In FIG. 24, portions of brackets 137 and 139 are shown with respect to slots in connector post 125. In particuular, hooks 133, 145, 149, and 153 of bracket 137 are shown to be seated in respective slots. The construction of hooks may be seen with respect to bracket 139 where hook 135 is seen to have an upper 140 and a lower portion 142, with a vertical dimension which is longer than that of the elongate dimension of a slot. This construction for the uppermost hook, with the vertical hook dimension being about seven-eights of an inch, i.e. almost twice the vertical dimension of a slot, requires that the bracket be inserted with the upper bracket edge 144 almost vertical so that the upper hook portion 140 may be guided into slot 131. Once the upper portion is inserted into the slot, the bracket may be rotated in the direction of arrow head A and the lower portion 142 is pivoted into place. During this pivoting, hooks 143, 147 and 151 will be guided into place adjacent to hooks 145, 149 and 153 respectively. As the bracket is rotated, upon reaching insertion of the hooks into respective slots, the bracket drops slightly allowing downward facing indentations 152, 154, 156 and 158 to fall slightly downwardly, catching the bottom of each slot, thereby locking the bracket to the post. With two brackets mounted to each post, left and righthand edges of fixtures are mounted to a single post, in cantilever fashion, with weight transmitted downwardly through the post to a support surface.

One of the benefits derived from the rotational disengagement method for brackets, described above, is that by changing the design of only one hook, the top one, the possibility of accidental bracket disengagement is eliminated. To remove a bracket, full upward rotation and outward pulling is required. Similarly, panels having edges mounted to the connector post, also transfer weight for direct vertical support by connector post. The slots shown in FIG. 24 may exist on front and back sides of a connector post so that fixtures may be supported from both sides of a post.

Panel systems of the present invention are easy to assemble and aesthetically pleasing. More importantly, the single load-bearing connector posts between coplanar panels give the system unusual strength and stability.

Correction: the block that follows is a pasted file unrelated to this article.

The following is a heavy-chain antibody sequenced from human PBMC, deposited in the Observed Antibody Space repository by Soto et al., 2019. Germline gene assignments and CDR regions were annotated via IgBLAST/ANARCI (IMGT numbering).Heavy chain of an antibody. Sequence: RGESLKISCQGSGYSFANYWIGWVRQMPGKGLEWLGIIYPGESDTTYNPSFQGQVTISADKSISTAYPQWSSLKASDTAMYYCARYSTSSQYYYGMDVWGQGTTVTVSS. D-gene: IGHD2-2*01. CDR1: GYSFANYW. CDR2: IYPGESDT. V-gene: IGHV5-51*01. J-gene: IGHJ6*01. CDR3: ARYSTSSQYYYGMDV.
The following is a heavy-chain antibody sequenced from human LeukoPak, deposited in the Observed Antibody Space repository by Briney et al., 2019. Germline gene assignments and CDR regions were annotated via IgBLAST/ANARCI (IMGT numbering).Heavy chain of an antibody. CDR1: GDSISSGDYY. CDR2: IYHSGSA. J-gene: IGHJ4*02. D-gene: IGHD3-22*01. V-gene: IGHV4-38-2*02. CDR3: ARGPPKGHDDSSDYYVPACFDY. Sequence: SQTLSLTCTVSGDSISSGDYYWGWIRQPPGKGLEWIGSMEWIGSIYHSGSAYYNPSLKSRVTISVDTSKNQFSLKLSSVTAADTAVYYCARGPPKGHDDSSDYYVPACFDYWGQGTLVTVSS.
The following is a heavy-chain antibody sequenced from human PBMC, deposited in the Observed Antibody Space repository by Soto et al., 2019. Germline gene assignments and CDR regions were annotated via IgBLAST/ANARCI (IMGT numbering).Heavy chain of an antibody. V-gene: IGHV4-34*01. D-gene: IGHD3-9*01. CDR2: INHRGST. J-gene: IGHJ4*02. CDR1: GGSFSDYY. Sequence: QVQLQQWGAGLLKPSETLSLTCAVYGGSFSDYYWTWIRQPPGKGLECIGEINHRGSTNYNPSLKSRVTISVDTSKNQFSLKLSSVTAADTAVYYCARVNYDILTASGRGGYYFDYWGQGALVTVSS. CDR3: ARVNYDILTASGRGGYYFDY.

Claims (15)

We claim:
1. A modular wall panel system comprising,
a plurality of upright load-bearing connector posts in contact with a support surface, each post having opposed side walls and opposed front and back walls, a plurality of vertically extending bracket slots defined in at least one of the front and back walls and at least one panel registration slot defined in each of the opposed lateral walls,
a plurality of rectangular panels having opposed lateral edges, each of said edges having post engaging means extending therefrom for gaining support for each panel between side walls of two connector posts at a height clearing said support surface, said post engaging means including at least one cantilevered flange extending from the associated lateral edge for engagement with a panel registration slot of a connector post, said opposed lateral edges of each panel wrapping around almost half of said connector posts, except for said vertically extending bracket slots, thereby substantially concealing said bracket slots, some of said post engaging means cooperatively entering panel registration slots in said connector posts, whereby each panel is elevated and supported between two adjacent posts, and
a plurality of wall panel modular fixtures having cantilever brackets, each cantilever bracket having hooks engaging said vertically extending bracket slots, supporting said fixtures from said connector posts in cantilever fashion, the width of each hook being less than half the slot width so that two adjacent hooks may fit in one slot for side-by-side support of wall panel modular fixtures.
2. The modular wall panel system of claim 1 wherein each upright post includes a downwardly extending adjustable foot contacting said support surface, said foot comprising a load bearing rod in vertical alignment with the bracket slots wherein loads transmitted onto the post through the bracket slots are conveyed vertically downwardly.
3. The modular wall panel system of claim 1 wherein at least two panels are disposed in a right angle relation, each of said panels laterally engaging the side walls of a different connector post, said connector posts joined to a non load-bearing intersection post having a rectangular cross section.
4. The modular wall panel system of claim 3 wherein first and second panels are disposed in a right angle relation and a third panel is disposed coplanar with one of said first and second panels, but on an opposite side of said intersection post, with the panel laterally engaging a side wall of a connector post which, in turn, is joined to said intersection post.